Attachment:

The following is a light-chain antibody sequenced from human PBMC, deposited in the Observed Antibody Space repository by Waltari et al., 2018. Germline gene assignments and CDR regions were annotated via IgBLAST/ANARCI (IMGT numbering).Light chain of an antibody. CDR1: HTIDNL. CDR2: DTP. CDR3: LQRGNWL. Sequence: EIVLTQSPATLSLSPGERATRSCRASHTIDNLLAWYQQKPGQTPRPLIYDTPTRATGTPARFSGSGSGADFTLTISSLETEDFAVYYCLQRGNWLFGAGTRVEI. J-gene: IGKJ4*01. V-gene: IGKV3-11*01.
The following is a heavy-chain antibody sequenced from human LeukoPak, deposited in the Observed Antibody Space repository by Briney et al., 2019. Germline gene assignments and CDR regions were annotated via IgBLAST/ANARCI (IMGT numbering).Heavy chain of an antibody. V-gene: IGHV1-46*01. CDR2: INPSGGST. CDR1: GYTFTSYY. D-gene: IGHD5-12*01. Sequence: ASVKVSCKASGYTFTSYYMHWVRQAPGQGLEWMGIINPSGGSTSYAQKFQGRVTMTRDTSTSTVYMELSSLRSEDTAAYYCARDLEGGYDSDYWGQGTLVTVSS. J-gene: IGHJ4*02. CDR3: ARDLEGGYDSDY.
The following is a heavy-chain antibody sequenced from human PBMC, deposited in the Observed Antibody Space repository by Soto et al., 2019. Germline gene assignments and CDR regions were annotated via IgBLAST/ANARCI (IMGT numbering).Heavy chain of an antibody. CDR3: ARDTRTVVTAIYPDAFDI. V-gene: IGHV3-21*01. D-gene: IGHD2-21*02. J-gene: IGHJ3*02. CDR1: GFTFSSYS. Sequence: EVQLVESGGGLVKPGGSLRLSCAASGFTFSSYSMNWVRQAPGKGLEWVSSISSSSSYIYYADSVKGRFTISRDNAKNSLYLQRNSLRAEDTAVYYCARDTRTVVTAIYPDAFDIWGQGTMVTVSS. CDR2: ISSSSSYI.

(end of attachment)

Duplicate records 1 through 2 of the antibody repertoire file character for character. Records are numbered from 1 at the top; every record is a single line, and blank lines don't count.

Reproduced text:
The following is a light-chain antibody sequenced from human PBMC, deposited in the Observed Antibody Space repository by Waltari et al., 2018. Germline gene assignments and CDR regions were annotated via IgBLAST/ANARCI (IMGT numbering).Light chain of an antibody. CDR1: HTIDNL. CDR2: DTP. CDR3: LQRGNWL. Sequence: EIVLTQSPATLSLSPGERATRSCRASHTIDNLLAWYQQKPGQTPRPLIYDTPTRATGTPARFSGSGSGADFTLTISSLETEDFAVYYCLQRGNWLFGAGTRVEI. J-gene: IGKJ4*01. V-gene: IGKV3-11*01.
The following is a heavy-chain antibody sequenced from human LeukoPak, deposited in the Observed Antibody Space repository by Briney et al., 2019. Germline gene assignments and CDR regions were annotated via IgBLAST/ANARCI (IMGT numbering).Heavy chain of an antibody. V-gene: IGHV1-46*01. CDR2: INPSGGST. CDR1: GYTFTSYY. D-gene: IGHD5-12*01. Sequence: ASVKVSCKASGYTFTSYYMHWVRQAPGQGLEWMGIINPSGGSTSYAQKFQGRVTMTRDTSTSTVYMELSSLRSEDTAAYYCARDLEGGYDSDYWGQGTLVTVSS. J-gene: IGHJ4*02. CDR3: ARDLEGGYDSDY.